In 2021, the last time the federal government hit the debt ceiling, Republicans and Democrats in the Senate agreed to a short-term extension to the borrowing ceiling two weeks before it defaulted. Warned of possible violations, Congress finally approved measures to raise the debt ceiling to $2.5 trillion.

Such trades face more formidable odds this time around.

California House Speaker Kevin McCarthy called on the Biden administration and Democrats in Congress to negotiate spending cuts to gain Republican support in the House for raising the debt ceiling.

Democrats, including majority leader Sen. Chuck Schumer of New York, have so far rejected the possibility of negotiations.

But Democrats may oppose raising the debt ceiling without addressing the budget deficit. West Virginia's third-generation senator Joe He Manchin has expressed his support for cutting some spending as Congress considers raising the debt ceiling.



Congressional Workaround

Officials and aides have raised the possibility of using a procedural tool known as a petition for immunity in the House of Representatives as Congress plots a possible means of resolving the debt ceiling stalemate.

But while the mechanism "can be used to address a variety of bottlenecks in the legislative process," Molly Reynolds, a senior fellow in governance studies at the Brookings Institution, said it was "not a particularly sophisticated strategy." Stated. said. Said. I warn you.

The process is politically tricky given that it undermines the House Speaker's powers and procedural control of the floor. Lawmakers must decide on a bill that secures 60 votes in the Senate with sufficient Republican and Democrat support and then introduce that bill to the committee.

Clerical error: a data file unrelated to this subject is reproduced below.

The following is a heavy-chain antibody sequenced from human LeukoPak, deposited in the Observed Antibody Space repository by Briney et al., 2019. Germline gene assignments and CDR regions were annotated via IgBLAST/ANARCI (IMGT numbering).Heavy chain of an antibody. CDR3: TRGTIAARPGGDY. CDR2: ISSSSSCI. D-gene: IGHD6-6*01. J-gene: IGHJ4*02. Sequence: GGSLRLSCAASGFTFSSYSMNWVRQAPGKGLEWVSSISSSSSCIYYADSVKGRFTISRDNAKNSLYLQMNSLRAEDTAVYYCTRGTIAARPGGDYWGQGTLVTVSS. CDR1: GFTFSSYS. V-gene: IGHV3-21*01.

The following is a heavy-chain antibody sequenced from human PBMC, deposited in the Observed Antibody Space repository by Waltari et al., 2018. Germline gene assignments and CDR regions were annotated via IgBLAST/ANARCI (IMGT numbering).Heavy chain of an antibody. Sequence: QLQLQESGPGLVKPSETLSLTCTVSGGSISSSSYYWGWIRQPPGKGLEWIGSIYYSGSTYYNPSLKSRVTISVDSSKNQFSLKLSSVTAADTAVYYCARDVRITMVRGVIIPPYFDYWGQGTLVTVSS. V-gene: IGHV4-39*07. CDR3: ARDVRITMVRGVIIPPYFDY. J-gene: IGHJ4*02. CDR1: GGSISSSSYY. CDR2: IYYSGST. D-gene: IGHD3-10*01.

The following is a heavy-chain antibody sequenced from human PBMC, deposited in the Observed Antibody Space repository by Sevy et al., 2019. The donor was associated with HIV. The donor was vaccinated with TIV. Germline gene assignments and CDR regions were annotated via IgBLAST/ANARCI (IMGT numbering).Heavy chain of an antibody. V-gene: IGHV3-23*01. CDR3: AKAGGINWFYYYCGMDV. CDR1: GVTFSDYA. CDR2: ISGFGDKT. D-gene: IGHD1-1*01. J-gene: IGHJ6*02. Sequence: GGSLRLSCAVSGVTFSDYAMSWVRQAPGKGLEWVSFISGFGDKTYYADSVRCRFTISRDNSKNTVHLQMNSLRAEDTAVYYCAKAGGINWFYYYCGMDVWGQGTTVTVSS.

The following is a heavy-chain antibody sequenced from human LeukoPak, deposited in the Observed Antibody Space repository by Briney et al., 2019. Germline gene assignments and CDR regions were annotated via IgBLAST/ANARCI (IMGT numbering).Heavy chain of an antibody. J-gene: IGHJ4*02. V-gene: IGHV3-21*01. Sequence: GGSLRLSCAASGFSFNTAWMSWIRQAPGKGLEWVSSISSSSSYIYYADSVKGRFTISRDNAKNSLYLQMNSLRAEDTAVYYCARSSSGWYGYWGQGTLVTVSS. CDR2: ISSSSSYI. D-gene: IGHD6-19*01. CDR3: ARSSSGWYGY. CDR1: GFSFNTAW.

A member of Congress must introduce the bill to the committee within 30 days while the House is in session. Depending on Maison's schedule, this period may span several months. Lawmakers then have to collect her 218 public signatures on the petition. That means that every Democrat who openly opposes their leader should be joined by at least a handful of Republicans.

Once those signatures are collected, lawmakers will have to wait another seven days until legislation day before declaring their intention to take the bill to the House for a vote. In that formal notice, the Chair should, in principle, be scheduled to speak within her two days of the legislative period.

But the long-running process and political ramifications of Republicans forging a public alliance with Democrats in opposition to a Congressional majority have made it difficult to use Congressional tools to avoid a default. I am here. It's far from it.

Since the House voted to reopen the Federal Export-Import Bank in 2015, it has been underutilized, and Republicans who joined Democrats to support the bill resigned shortly before House Speaker John. The threat of momentum behind it has often proven sufficient to pressure party leaders to vote on bills they would otherwise not consider.